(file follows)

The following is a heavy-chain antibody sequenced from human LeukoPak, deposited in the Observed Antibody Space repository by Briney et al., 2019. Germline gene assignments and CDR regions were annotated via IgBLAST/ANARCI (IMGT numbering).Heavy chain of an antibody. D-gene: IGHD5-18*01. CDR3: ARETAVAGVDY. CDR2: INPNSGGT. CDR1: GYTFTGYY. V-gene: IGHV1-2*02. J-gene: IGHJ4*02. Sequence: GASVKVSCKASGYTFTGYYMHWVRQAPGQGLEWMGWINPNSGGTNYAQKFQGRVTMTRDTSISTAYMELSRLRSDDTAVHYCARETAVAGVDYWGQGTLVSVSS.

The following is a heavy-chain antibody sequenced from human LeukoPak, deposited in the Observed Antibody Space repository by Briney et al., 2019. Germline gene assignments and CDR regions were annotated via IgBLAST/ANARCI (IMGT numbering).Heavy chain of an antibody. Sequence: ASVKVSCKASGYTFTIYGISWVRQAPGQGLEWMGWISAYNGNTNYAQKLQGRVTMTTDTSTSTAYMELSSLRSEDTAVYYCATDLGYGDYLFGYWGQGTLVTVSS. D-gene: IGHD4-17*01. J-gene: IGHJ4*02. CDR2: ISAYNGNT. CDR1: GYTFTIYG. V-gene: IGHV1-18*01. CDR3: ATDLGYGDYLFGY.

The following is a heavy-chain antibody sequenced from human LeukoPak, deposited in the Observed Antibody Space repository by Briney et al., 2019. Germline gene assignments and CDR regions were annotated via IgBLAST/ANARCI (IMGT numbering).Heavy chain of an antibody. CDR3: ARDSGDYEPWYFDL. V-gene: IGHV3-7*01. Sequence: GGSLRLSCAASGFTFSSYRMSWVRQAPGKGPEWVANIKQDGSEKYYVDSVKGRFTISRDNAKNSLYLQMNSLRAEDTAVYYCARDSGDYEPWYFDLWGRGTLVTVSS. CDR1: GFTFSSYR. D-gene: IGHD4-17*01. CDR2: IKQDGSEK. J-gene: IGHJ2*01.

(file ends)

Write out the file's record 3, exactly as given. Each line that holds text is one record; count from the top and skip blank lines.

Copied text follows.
The following is a heavy-chain antibody sequenced from human LeukoPak, deposited in the Observed Antibody Space repository by Briney et al., 2019. Germline gene assignments and CDR regions were annotated via IgBLAST/ANARCI (IMGT numbering).Heavy chain of an antibody. CDR3: ARDSGDYEPWYFDL. V-gene: IGHV3-7*01. Sequence: GGSLRLSCAASGFTFSSYRMSWVRQAPGKGPEWVANIKQDGSEKYYVDSVKGRFTISRDNAKNSLYLQMNSLRAEDTAVYYCARDSGDYEPWYFDLWGRGTLVTVSS. CDR1: GFTFSSYR. D-gene: IGHD4-17*01. CDR2: IKQDGSEK. J-gene: IGHJ2*01.